The statehood without nationhood, 19241931:
• The Macedonian question arose again at a meeting of the BCF which
was convened after the defeat of the September uprising in Bulgaria.
The uprising had been directed against the bourgeois government of
Tsankov ( he took a leading role in the overthrow of the government
of Aleksandar Stamboliyski in 1923) and was chosen to head the
coalition that succeeded the deposed premier but the communist
party had remained neutral. (A brief Greek invasion took place).
• A meeting of the BCF took place in Moscow where Georgi Dimitrov
and Vasil Kolarov urged the acceptance of the slogan “A United and
Independent Macedonia”. The representative of the CPG, Nicos
Sargologlos, however, refused to accept their arguments.


• However at the V Congress of the Comintern in Moscow in 1924, the
KKE was severely criticised by the leader of the Comintern and
expert on Balkan affairs, Dmitriy Manuilskiy as well as Vasil Kolarov,
chairman of the BCF for “Austro-Marxism”. The KKE recognised a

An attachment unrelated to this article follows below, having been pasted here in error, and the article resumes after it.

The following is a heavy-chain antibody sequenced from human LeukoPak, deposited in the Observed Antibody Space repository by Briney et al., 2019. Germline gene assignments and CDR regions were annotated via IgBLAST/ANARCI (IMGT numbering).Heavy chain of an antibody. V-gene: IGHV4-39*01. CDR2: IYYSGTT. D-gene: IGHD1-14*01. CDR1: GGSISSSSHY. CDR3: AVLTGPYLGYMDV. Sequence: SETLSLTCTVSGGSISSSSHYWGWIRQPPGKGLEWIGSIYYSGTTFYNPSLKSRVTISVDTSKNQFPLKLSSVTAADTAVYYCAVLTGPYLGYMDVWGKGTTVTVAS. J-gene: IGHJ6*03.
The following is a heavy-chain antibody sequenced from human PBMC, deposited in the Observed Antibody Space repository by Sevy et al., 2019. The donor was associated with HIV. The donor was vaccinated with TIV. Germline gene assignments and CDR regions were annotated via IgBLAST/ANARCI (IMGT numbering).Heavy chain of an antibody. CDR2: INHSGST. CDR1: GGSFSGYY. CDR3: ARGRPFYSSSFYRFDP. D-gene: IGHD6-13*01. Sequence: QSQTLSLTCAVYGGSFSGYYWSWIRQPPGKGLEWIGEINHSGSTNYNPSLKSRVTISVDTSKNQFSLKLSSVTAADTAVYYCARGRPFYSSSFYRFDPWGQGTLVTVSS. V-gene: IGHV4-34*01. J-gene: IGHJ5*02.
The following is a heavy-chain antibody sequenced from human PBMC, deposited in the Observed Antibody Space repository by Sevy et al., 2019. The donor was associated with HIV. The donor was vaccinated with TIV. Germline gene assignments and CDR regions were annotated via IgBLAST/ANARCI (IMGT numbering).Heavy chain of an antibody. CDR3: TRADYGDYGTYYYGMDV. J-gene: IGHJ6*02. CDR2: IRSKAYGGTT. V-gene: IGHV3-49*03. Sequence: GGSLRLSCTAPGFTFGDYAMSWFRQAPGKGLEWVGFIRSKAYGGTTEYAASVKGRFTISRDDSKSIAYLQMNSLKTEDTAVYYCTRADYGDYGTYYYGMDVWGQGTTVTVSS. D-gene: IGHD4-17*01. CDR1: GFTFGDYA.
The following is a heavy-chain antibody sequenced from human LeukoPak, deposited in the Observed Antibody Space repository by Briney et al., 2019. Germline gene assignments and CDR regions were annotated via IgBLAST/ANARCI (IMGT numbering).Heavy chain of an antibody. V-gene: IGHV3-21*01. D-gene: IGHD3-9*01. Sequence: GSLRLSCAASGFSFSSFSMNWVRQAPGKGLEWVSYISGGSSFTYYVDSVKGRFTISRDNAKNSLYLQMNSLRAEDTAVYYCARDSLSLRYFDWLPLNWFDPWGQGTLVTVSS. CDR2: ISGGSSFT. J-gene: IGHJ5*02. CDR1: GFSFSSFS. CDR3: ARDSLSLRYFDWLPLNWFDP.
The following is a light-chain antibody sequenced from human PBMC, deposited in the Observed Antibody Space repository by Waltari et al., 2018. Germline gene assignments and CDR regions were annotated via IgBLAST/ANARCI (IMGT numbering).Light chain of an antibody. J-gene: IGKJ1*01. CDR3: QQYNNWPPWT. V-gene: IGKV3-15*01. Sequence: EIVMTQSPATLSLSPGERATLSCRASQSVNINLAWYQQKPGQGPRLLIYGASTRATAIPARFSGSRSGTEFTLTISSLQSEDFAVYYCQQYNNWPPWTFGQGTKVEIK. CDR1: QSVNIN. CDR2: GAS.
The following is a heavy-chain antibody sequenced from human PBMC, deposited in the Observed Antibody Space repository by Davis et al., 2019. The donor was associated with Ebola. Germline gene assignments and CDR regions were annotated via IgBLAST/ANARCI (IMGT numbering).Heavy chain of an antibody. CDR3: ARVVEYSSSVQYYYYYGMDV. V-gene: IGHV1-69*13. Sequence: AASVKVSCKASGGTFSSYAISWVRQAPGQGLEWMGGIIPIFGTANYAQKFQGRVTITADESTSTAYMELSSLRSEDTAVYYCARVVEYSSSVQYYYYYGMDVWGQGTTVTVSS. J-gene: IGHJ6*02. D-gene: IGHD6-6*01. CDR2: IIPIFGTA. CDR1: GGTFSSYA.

“United and Independent Macedonia” but this decision created
tensions and political disagreements within the party . Kolarov’s
arguments were supported by Manuilskiy who declared that “in
Greek, Serbian, Bulgarian and Albanian Macedonia there live a
people who, independently of the ethnic diversity about them, have
nurtured their own Macedonian historical traditions and are thus
entitled to the unwritten law of national independence and
• Let’s see the fight between the party and the process of


• During the 3rd extraordinary Congress of the Party, in november
1924, the representative of the Comintern stated:
On the national issue, the KKE clearly distinguishes its position
from the social democracy and the chauvinists of the Second
International, who refuse to admit the slogan of national
autonomy, helping in fact the bourgeoisie of its countries to
oppress nationalities. The slogan of the self-determination of the